In the book, Feynman wrote stories about his adventures at Los Alamos National Laboratory, getting a job playing drums for a dance troupe (even though he was woefully unqualified), and experimenting with his own sense of smell. Feynman loved learning. Learning was playtime to him. At the time, not only could I relate to him, but he encouraged me. A few years later, I found the book What Do You Care What Other People Think? which is another memoir, as told to Feynman’s friend Ralph Leighton. The quote is from Feynman’s first wife. While she was in the hospital dying, she wanted barbecue, and suggested that Richard set up a grill on the hospital grounds. He protested. He said something like, “What would people think?” She said, “What do you care what other people think?” As is true for many creative people, Feynman’s wife had more insight into his character than he did.
The same year that last memoir was published, I was working in a Pharmacy. One of my duties was to take the unsold newspapers, cut out the headers to be given back to the newspaper office so we would be reimbursed, and discard the rest of the newspaper. This is how I learned on Wednesday, the seventeenth of February 1988, that Richard Feynman had passed away the Monday before from abdominal cancer. I cut out his obituary. I still have it in my copy of What Do You Care What Other People Think?
For me, his absence was palpable.
I think it was later that year that I found a PBS documentary about Feynman. It was the first time that I heard Feynman’s voice and saw his mannerisms. He was friendly and happy, and had what I, coming from Vermont, thought was a pretty nasty Long Island accent. But I saw my hero talk. And it was inspiring.
Towards the end of the program, Ralph Leighton, friend of Feynman’s and son of a colleague of Feynman, spoke. Some years before he had taken a position as a geography teacher. Feynman asked him, “What ever happened to Tannu Tuva?” The question became a sort of joke between the two. I knew about Tannu Tuva, a former Soviet protectorate located between Russia and Mongolia, because I had been a stamp collector and I owned some Tuvan stamps.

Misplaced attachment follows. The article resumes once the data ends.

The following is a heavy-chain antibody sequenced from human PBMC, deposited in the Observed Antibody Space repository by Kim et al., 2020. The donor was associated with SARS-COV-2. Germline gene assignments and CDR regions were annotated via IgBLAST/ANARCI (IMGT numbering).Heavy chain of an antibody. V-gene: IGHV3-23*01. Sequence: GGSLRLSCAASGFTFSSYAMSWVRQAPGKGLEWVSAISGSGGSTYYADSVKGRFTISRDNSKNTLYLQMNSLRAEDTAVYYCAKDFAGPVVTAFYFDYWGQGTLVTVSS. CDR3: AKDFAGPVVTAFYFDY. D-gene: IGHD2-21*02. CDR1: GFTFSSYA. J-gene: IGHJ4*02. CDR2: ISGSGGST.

Eventually, however, it actually became a project- to develop a relationship with the territory of Tannu Tuva. They planned a cultural exchange that ultimately resulted in the creation of Friends of Tuva, a non-profit group run by Leighton. One of their goals was to visit the country. However, February 1988 arrived, and Feynman died before they were able to arrive in Kyzyl, the capital. Their trip never happened. When asked in the PBS show if he would still make the trip, Leighton said that no, it had been an adventure with a friend, and that now it was just a trip.
At the end of the show, there was information about how to purchase a CD of Feynman telling stories and playing the drums. This was organized by Leighton, and the proceeds would benefit his charity. I wrote a letter with my order telling Leighton that Feynman had been my hero, and how sad I was to learn of his passing. I didn’t expect a response, but I thought it appropriate to express my appreciation of the man. I was surprised when my CD arrived with a short note signed by Leighton, “Thank you for your kind note,” it said.
As an adult, I find I have to remind myself to play like Feynman did, that ‘acting like an adult’ often only means being boring. However, after changing careers and moving into industrial design, where play is required, I am slowly learning that my playtime projects are as or more valid than the boring Adult facets of my life. Also, when I wrote to Ralph Leighton, it was out of sincerity, but also naivety. That he responded with a kind note of his own showed me that I could behave as myself, rather than following the rules, and certain people would appreciate it. It has taken a long time, but I think I am beginning to learn both of these lessons.